The Last Bookshop (2012) Movie Script

[Shopkeeper: NARRATING]
There have always been stories.
Ever since the earliest days.
I suppose
in the beginning,
rather than holographic
colour and noise,
stories were more like
dreams spoken aloud.
They were bison
on cave walls and
campfire myths
of how the world was born.
Those verbal stories:
that's where it must
all have begun.
They were magic!
They were alive!
But being alive,
they also had to die.
They vanished
with the breath of the storyteller.
To be reincarnated.
Evolving, mutating
with each re-telling.
Until eventually,
the original stories
were lost forever.
[Door: Bell]
[Door: Bell]
You're here at last!
It's alright.
Don't be frightened.
Is this
what you were after?
Go on!
Isn't it wonderful?
I started to worry
that you'd never come.
Every morning
I open the shop full of hope,
but in vain.
At closing time, I bring
all the books in from the empty street.
Take down the awning.
Telling myself:
maybe tomorrow.
tomorrow he'll arrive.
Yes. You, sir.
You are my first customer
in 25 years,
2 months
and 6 days.
That's what I've been
waiting for.
[Shopkeeper: HUMMING]
What's a customer?
It's like when you
buy things on a computer.
Only better!
You get to come here.
See the books.
Touch them, and smell them.
[Boy: SNIFFS and
Old books. Nothing like it!
E Nesbit seems to have
the best bouquet, I think.
Though I found some
heady Bronts the other day,
in a box with
some old pipe tobacco.
You should catch
a whiff of it. [GRINS]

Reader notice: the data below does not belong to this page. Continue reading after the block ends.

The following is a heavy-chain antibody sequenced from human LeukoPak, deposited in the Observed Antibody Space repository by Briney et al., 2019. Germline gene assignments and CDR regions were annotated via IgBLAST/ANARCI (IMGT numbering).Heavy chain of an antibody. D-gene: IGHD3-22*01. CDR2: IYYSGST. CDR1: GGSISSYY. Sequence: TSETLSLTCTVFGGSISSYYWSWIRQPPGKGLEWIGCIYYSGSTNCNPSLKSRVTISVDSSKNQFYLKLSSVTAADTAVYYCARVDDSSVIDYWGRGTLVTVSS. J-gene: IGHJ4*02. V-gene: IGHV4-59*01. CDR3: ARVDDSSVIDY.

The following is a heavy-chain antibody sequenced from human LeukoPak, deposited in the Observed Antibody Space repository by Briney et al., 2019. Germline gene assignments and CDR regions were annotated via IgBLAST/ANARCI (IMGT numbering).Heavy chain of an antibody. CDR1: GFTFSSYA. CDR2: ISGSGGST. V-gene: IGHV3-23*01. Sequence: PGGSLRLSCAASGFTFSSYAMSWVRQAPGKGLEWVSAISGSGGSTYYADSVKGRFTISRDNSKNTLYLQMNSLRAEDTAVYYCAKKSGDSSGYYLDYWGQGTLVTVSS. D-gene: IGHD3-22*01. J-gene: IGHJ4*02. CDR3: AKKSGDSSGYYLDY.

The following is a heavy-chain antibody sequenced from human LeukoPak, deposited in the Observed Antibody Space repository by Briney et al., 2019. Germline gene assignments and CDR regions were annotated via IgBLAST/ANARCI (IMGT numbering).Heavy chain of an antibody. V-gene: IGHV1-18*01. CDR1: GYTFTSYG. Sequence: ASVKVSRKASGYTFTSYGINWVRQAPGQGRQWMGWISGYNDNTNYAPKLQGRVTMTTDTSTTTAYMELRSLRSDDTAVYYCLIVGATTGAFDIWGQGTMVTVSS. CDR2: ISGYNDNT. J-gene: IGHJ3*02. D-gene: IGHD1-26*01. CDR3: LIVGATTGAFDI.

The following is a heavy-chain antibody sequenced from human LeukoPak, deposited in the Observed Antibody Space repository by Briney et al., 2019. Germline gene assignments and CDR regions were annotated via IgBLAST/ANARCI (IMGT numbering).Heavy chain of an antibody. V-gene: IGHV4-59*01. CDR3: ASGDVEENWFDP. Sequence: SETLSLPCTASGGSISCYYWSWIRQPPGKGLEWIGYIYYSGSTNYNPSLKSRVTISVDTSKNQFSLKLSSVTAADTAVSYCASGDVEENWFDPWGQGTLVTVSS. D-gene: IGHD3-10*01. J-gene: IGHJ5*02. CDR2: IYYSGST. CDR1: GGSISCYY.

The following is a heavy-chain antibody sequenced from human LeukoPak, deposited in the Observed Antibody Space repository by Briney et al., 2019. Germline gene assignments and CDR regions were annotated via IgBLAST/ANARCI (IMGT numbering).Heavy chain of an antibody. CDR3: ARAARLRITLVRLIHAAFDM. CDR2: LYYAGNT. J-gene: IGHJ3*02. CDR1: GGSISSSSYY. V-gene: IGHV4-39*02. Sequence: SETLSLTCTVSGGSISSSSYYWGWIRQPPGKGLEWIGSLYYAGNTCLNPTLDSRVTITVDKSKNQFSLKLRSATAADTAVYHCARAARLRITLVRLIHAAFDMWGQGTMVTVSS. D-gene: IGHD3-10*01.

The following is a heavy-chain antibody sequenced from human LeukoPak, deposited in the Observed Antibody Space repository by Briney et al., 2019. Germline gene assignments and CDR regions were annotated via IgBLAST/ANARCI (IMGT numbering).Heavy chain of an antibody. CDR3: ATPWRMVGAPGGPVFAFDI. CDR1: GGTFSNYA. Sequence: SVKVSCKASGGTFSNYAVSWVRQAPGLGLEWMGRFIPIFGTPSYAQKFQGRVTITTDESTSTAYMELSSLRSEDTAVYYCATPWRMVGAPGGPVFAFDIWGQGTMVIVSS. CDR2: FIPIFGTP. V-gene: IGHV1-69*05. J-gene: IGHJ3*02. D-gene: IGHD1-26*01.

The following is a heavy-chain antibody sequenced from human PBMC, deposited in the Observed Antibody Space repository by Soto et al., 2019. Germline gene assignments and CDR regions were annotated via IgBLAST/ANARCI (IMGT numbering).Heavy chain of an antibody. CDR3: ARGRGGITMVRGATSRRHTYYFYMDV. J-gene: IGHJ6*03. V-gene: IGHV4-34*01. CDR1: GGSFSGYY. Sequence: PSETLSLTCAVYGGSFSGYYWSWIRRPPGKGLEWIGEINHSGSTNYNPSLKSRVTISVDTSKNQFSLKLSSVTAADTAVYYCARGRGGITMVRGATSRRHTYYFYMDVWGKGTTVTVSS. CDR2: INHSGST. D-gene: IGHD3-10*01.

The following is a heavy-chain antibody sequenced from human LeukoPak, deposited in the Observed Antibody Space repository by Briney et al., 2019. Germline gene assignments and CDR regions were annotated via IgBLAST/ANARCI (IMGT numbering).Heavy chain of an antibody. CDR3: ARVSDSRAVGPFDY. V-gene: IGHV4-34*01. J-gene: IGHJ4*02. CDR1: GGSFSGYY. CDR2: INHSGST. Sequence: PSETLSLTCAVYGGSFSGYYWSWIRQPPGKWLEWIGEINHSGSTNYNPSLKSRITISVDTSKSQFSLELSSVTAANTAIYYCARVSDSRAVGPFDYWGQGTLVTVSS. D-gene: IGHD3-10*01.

It'll knock your socks off!
Is this a story?
Oh yes, yes.
Well what else does it do?
Do? Do?
It's a book!
It paints pictures
in your head!
It gives you memories of things
you will never experience.
Look, the only way
you will ever find out,
is to explore for yourself.
Be my guest.
You can read
whatever you like!
Would you like that?
[Shopkeeper: NARRATING]
After much archaeology of my shelves,
he went home
with Kenneth Graham,
Richmal Crompton,
a Beano annual,
and a whole host
of treasures besides.
I almost
envied him,
discovering them
for the first time.
After 25 years
of waiting,
my books had a new reader
at last.
[Boy:] In the old days,
did everyone used to read books?
[Shopkeeper:] As a lad
we all queued up at midnight,
for a book
about a wizard.
It was the vogue.
[Shopkeeper: NARRATING]
I imagined him poring over every page.
Engrossed in the characters
and the illustrations.
Falling in love
with books.
Just as I had done
at his age.
I suppose
it was naive,
to have expected him
to come back
the very next day.
He'd never read
a single book before.
Let alone
a whole pile.
But as the days
turned into weeks,
I started to wonder
if I had simply dreamt him.
Was the boy
a phantom?
my fall into madness?
Would I soon
have a shop
with fictional customers!?
[Clock: CHIMES]
If I were to die,
what would happen
to my books?
Would I be found
rotting among them?
Or would
no-one come?
Would the walls
and the roof
cave in on me,
until the rain
dissolved each volume,
and my bones
in a sea
of papier-mch?
The meaning
washed away with ink.
The books growing back
into a forest.
The boy wasn't
coming back was he?
I was saving
the books for no-one.
Can I read some more
books please?
To dear Stuart,
with best wishes,
from Mother and Father.